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Last Lion: The Fall and Rise of Ted Kennedy (Hardcover)

Product Description
No figure in American public life has had such great expectations thrust upon him, or has responded so poorly. But Ted Kennedy -- the youngest of the Kennedy children and the son who felt the least pressure to satisfy his father's enormous ambitions -- would go on to live a life that no one could have predicted: dismissed as a spent force in politics by the time he reached middle age, Ted became the most powerful senator of the last half century and the nation's keeper of traditional liberalism.

As Peter S. Canellos and his team of Boston Globe reporters show in this revealing and intimate biography, the gregarious, pudgy, and least academically successful of the Kennedy boys has witnessed greater tragedy and suffered greater pressure than any of his siblings. At the age of thirty-six, Ted Kennedy found himself the last brother, the champion of a generation's dreams and ambitions. He would be expected to give the nation the confidence to confront its problems and to build a fairer society at home and abroad.

He quickly failed in spectacular fashion. Late one night in the summer of 1969, he left the scene of a fatal automobile accident on Chappaquiddick Island. The death there of a young woman from his brother's campaign would haunt and ultimately doom his presidential ambitions. Political rivals turned his all-too-human failings -- drinking, philandering, and divorce -- into a condemnation of his liberal politics.

But as the presidency eluded his grasp, Kennedy was finally liberated from the expectations of others, free to become his own man. Once a symbol of youthful folly and nepotism, he transformed himself in his later years into a symbol of wisdom and perseverance. He built a deeply loving marriage with his second wife, Victoria Reggie. He embraced his role as the family patriarch. And as his health failed, he anointed the young and ambitious presidential candidate Barack Obama, whom many commentators compared to his brother Jack. The Kennedy brand of liberalism was rediscovered by a new generation of Americans.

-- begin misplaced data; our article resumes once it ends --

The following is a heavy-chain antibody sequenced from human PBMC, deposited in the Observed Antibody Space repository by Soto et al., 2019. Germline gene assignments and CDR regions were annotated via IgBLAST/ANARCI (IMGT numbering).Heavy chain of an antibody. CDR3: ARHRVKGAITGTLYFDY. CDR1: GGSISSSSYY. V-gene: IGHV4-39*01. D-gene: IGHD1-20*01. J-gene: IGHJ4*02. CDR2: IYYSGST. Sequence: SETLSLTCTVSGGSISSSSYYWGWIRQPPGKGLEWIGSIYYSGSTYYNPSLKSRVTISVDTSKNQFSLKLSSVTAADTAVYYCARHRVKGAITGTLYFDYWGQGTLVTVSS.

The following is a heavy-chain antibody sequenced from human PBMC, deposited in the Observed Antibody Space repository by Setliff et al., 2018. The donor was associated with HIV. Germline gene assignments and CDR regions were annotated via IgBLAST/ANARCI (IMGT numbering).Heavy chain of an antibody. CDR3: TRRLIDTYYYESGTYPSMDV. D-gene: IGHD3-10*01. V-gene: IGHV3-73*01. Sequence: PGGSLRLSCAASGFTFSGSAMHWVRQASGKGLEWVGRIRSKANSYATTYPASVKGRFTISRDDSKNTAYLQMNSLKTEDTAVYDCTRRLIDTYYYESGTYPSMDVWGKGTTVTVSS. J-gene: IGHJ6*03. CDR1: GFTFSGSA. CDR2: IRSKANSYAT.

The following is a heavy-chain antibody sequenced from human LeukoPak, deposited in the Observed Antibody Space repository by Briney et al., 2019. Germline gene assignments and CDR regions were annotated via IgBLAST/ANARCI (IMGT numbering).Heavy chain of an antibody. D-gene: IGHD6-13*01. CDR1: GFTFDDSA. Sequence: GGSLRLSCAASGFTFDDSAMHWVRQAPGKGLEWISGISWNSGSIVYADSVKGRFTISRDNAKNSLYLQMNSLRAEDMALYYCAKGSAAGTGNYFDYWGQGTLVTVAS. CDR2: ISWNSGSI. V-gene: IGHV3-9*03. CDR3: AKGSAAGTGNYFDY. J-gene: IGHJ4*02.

Perceptive and carefully reported, drawing heavily from candid interviews with the Kennedy family and inner circle, Last Lion captures magnificently the life and historic achievements of Ted Kennedy, as well as the personal redemption that he found.

About the Author
Peter Canellos is the Washington bureau chief for The Boston Globe and oversees all national coverage for the paper, where he has worked since 1988 covering local, state, and national politics.

"a definitive look at Senator Kennedy's life", February 18, 2009
By K. M. "literary devotee" (California)

Last Lion: The Fall and Rise of Ted Kennedy reaches its "definitive look" goal with a balance of stately respect for its subject and uncompromising disclosure of available information. This biography begins with the 2008 news of Edward Kennedy's diagnosed malignant glioma and then rewinds to his childhood, relating anecdotes about his clowning, good cheer, and bad spelling, among other things. The years in boarding schools, at Harvard, in military service, at Harvard again, and in law school receive their due. As a newly-minted lawyer, he worked on brother Jack's campaigns for the U.S. Senate and then the presidency. With John F. Kennedy in the White House, a not-yet-thirty Ted didn't get much help (at least overtly) from either JFK or the attorney general, Robert Kennedy, when he campaigned for a Senate seat. His first election victory in 1962 marked the beginning of an unbroken string of re-elections and forty-six years (and counting) in the most exclusive club in the world.